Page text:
Tuesday, March 05, 2019

James Craig and family, 1921

(photo above from 1921)

Every now and again I dip into the St John Ervine 1949 posthumous biography of James Craig, entitled Craigavon Ulsterman. Ervine frequently uses the term Ulster Scot to describe the Craig family origins. Craig is best known as the first Prime Minister of Northern Ireland, and notorious for his usually decontextualised quote 'Protestant Parliament and a Protestant State'. It came up recently in conversation with a friend, whose perception of Craig has been almost entirely formed by repetition of that infamous 1934 soundbite, but who was unaware of the context, which is on Wikipedia here. Most people don't know that it was said in response to similar remarks from his Southern Ireland counterparts. Others out there will know the sources, I don't have them to hand here.

The biography also includes an interesting extract from 's Seán Ó Faoláin's acclaimed 1939 biography of Éamon De Valera, which appears to confirm that there was discrimination in the South - 'neither north nor south need pretend that the other is alone in this kind of penalisation on account of religion and private opinion'.

Efforts to create what might be called a mono-cultural ethnostate on the island of Ireland, or in one or other jurisdiction on the island of Ireland, should be equally acknowledged, and equally repudiated. It was not restricted to north or south. But our future can be better if we re-examine and critique our pasts, not just reinforce soundbites for ideological advantage. We choose what baggage we carry with us. Inflamed grievances will take us nowhere good.

Ireland is an island of cultural variety, and the province of Ulster arguably contains the most variety of all, if you can think beyond the stereotypes. Vikings, Anglo-Normans, Huguenots, Quakers, Moravians, Jews, Italians, Eastern Europeans - as well as the Irish, English and Scots.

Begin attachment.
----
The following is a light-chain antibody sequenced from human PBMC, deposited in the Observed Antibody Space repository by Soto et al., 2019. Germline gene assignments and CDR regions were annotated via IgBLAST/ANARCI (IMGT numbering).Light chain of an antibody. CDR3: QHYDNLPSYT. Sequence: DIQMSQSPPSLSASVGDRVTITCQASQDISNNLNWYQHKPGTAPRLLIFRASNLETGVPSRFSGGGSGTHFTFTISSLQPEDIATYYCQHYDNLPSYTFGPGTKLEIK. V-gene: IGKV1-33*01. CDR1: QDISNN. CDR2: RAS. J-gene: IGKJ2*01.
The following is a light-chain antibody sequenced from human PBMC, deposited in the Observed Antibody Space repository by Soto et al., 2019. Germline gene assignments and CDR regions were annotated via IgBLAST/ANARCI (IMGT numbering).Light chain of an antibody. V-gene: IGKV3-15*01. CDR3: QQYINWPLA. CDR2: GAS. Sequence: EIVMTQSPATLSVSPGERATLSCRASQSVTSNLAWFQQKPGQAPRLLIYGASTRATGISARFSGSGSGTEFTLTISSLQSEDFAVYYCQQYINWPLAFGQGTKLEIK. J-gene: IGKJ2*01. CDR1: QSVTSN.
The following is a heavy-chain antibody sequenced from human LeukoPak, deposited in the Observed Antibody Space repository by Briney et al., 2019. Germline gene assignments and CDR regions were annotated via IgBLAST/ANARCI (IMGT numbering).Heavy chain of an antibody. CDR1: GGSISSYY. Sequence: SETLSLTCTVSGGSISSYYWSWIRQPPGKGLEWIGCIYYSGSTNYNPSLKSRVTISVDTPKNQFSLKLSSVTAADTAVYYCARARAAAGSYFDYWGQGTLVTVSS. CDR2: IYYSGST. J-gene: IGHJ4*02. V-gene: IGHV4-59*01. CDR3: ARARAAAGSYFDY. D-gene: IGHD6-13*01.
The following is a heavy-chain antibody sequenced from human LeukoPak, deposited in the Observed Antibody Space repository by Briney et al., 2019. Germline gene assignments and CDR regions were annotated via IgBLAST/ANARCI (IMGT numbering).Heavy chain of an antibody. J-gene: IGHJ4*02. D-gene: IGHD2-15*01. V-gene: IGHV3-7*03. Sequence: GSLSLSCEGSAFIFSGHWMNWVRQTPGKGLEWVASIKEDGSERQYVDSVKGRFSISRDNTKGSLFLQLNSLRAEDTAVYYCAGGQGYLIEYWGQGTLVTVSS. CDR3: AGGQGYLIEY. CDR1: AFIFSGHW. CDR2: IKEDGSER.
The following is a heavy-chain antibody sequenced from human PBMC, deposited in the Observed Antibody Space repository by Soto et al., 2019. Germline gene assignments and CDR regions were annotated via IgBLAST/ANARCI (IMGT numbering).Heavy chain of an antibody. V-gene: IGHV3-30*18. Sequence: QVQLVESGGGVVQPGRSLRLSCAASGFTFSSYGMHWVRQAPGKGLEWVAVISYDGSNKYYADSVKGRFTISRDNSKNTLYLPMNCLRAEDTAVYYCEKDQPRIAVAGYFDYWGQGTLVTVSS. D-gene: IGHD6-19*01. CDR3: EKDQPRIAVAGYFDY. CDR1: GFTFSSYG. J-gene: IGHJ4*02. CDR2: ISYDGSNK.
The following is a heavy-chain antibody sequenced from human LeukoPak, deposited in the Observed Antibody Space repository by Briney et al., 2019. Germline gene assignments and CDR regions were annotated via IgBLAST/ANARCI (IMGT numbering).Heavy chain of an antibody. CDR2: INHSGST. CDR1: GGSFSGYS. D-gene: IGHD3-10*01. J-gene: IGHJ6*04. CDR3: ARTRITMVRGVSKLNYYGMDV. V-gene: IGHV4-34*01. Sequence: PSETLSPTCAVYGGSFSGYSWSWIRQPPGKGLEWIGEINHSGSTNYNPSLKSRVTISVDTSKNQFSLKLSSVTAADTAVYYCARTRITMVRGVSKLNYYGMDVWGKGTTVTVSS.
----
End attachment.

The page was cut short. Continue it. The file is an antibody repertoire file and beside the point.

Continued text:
We can also have differing worldviews from our neighbours. Neither is necessarily 'wrong', or 'bad', or 'evil' - but maybe just radically different through experience, understanding, perspective and aspiration. Realising that is important – whether in Northern Ireland specifically, the wider UK in terms of 'remainers' and 'leavers', or in the USA with the issues that led to the election of Donald Trump.

The 2021 centennial of Northern Ireland, handled well, presents an opportunity to improve understanding and relationships - by challenging 'fake news' narratives, by setting aside cherished mythologies, and by trying to improve everyone's cultural future.

As politics across the western world unravels, culture is still where the positive potential is.


Below - a 1929 poster showing the co-operation of the Irish Free State and Northern Ireland on the agricultural and fishing industries. The respective tourism bodies openly proposed a joint marketing campaign in the USA including a billboard in Times Square in New York. Yet to listen to today's 'accepted wisdom' we might assume a history of constant conflict. It's not true - be wary of those whose careers depend upon creating that impression.


Greg said...

Dear Mr Thompson I’m an American whose grandmother was a Craig and lived in the Ballyvester house I found on your blog. I happened to google the name Craig and landed on this March 5 2019 post. I scrolled down and there was the house she lived in for sale you posted in a 2012 blog. In March 2017 we visited the home that was being refurbished. My nana’s grandfather was John Craig who lived in the house in 1911 before immigrating to the USA in 1912.

We have quite a story about her and the house and how she scratched the name of her aunt in an upstairs window that is still there. We don’t know John Craig’s relationship to James Craig but know there is a connection.

If you have any insights or knowledge of this house and the Craig’s I’d appreciate being pointed to sources. Joye.redfield@icloud.com